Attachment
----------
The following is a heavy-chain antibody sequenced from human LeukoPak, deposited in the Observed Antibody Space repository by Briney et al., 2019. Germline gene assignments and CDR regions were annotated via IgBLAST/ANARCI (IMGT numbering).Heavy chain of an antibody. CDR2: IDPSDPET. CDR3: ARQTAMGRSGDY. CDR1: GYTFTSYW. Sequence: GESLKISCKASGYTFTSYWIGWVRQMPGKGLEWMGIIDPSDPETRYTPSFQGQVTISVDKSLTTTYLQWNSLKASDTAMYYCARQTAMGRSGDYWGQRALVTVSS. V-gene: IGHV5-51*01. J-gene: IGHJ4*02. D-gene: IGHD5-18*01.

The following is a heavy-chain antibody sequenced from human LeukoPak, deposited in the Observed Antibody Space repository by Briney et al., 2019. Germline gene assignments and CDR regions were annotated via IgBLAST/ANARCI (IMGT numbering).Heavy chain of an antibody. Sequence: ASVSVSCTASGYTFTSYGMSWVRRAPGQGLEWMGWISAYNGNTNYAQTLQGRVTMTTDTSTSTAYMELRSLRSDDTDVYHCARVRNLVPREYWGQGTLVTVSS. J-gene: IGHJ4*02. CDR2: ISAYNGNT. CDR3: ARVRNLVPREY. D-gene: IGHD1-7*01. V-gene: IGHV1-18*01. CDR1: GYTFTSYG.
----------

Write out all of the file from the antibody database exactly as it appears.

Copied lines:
The following is a heavy-chain antibody sequenced from human LeukoPak, deposited in the Observed Antibody Space repository by Briney et al., 2019. Germline gene assignments and CDR regions were annotated via IgBLAST/ANARCI (IMGT numbering).Heavy chain of an antibody. CDR2: IDPSDPET. CDR3: ARQTAMGRSGDY. CDR1: GYTFTSYW. Sequence: GESLKISCKASGYTFTSYWIGWVRQMPGKGLEWMGIIDPSDPETRYTPSFQGQVTISVDKSLTTTYLQWNSLKASDTAMYYCARQTAMGRSGDYWGQRALVTVSS. V-gene: IGHV5-51*01. J-gene: IGHJ4*02. D-gene: IGHD5-18*01.

The following is a heavy-chain antibody sequenced from human LeukoPak, deposited in the Observed Antibody Space repository by Briney et al., 2019. Germline gene assignments and CDR regions were annotated via IgBLAST/ANARCI (IMGT numbering).Heavy chain of an antibody. Sequence: ASVSVSCTASGYTFTSYGMSWVRRAPGQGLEWMGWISAYNGNTNYAQTLQGRVTMTTDTSTSTAYMELRSLRSDDTDVYHCARVRNLVPREYWGQGTLVTVSS. J-gene: IGHJ4*02. CDR2: ISAYNGNT. CDR3: ARVRNLVPREY. D-gene: IGHD1-7*01. V-gene: IGHV1-18*01. CDR1: GYTFTSYG.